The Blessed Martyrs of Compiègne

The Blessed Martyrs of Compiègne

Blessed Martyrs

Sixteen Carmelite nuns are commemorated on July 17 for their martyrdom gained in 1794 during the French Revolution. These sixteen were beatified in 1906, having been declared martyrs. The stunning faith of these women has inspired literary and artistic works which bring their story to the modern world, calling to mind the enduring faith and dedication which marked the souls of these cloistered nuns and in fact impelled them in their very lives towards their proffered holocaust. 
 
The instigators and perpetuators of the Reign of Terror, “enlightened” rationalists that they were, found religious orders to be superfluous, folly, and even organized supporters of the anti-revolutionaries. The contemplatives especially were impugned, as their complete submission to God and lives of prayerful quietude could not be comprehended. The monastery of Compiegne was subjected to interrogation as to the motives of the professed sisters. Their prioress, Teresa of St. Augustine, was inspired to suggest to her community that they make a consecration and offering of their lives to God “so that Divine Peace, brought to earth by His beloved Son, would return to the Church and to the state.” They agreed and made a daily consecration and offering, which came to fruition two years later. The nuns were made to scatter from their monastery, but continued to meet and pray together until they were apprehended and imprisoned. Even in the hardship of the prison, the nuns remained serene and forgiving. They were known to sing hymns of praise and thanksgiving, even as they were driven by cart to the guillotine. The usually jeering crowds were silent. A witness later reported that they looked to be going to their weddings.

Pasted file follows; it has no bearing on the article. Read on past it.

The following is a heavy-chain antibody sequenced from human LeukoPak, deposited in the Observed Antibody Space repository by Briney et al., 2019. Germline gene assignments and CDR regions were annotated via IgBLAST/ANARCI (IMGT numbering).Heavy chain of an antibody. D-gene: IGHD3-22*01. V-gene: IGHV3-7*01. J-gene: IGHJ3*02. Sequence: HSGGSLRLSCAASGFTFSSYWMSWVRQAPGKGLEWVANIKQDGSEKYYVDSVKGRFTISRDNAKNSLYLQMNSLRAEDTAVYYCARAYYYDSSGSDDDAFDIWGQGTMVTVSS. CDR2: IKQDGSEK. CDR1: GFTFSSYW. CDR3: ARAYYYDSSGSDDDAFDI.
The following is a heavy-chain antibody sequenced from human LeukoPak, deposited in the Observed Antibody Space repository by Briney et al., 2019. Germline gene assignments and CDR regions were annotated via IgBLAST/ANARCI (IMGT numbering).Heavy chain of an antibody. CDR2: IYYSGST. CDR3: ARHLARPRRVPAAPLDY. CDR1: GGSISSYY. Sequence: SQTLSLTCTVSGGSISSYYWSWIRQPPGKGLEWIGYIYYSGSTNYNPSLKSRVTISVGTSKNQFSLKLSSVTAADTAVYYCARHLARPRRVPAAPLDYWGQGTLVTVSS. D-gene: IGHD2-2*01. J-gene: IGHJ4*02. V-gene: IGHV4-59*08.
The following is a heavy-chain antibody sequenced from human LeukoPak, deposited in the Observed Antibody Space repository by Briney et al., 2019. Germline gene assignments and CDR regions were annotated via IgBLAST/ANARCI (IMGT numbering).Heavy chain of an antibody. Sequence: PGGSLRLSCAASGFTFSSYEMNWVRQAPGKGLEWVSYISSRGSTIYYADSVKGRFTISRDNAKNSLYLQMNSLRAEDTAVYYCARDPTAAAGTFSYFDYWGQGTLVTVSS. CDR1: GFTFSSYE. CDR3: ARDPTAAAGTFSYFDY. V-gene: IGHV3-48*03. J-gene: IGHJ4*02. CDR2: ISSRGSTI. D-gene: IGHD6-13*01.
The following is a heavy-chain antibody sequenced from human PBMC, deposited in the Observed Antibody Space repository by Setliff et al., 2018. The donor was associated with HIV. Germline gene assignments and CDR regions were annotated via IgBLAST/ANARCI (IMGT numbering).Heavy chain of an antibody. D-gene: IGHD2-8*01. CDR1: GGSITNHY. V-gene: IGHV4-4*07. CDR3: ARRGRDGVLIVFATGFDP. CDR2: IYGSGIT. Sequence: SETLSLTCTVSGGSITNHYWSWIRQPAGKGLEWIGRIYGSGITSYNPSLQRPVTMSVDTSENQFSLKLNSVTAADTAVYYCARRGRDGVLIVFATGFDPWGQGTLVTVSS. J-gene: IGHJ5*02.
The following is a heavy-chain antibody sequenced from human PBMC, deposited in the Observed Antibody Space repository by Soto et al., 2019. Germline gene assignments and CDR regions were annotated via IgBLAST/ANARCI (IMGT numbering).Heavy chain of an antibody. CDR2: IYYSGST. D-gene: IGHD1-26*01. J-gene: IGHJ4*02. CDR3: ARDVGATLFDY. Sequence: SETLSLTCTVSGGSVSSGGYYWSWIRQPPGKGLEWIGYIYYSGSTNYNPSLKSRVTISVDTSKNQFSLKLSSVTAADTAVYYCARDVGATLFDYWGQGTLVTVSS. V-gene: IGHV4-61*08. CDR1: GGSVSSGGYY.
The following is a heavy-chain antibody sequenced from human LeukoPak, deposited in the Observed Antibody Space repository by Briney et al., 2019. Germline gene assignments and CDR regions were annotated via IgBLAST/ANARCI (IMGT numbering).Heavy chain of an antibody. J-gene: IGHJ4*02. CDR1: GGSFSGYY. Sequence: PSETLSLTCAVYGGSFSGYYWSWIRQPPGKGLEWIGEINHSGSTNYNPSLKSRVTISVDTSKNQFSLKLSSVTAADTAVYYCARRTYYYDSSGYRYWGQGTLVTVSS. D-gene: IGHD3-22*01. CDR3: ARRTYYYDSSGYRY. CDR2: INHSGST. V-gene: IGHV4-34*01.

Prioress Teresa of St. Augustine had prepared her daughters for martyrdom, especially with the words, “Love will always be victorious. When someone loves, he can do everything.” These nuns loved deeply and well. They loved their Lord and they loved the Church and they loved the souls to whom they wished to bring peace. Each went before her Superior and requested a blessing and permission to die, and then, calmly singing, placed herself at the guillotine. Teresa of St. Augustine was the last to die in this manner. The bodies of the nuns were added to a mass grave. These nuns were among the last of the victims of the Reign of Terror, which ended just ten days later. The beautiful spectacle of the pure offering of themselves served to turn the masses against the works of the Terror. 

These nuns did not seek martyrdom, but humbly offered themselves, and accepted the Will of God as it came. It was not in vain. Nothing offered in love is ever in vain. As secular humanism and relativism erode the underpinnings of American society, we can turn to these martyrs to pray for that same “Divine Peace” they begged for with their lives. 

Nancy Arey
July 11, 2015
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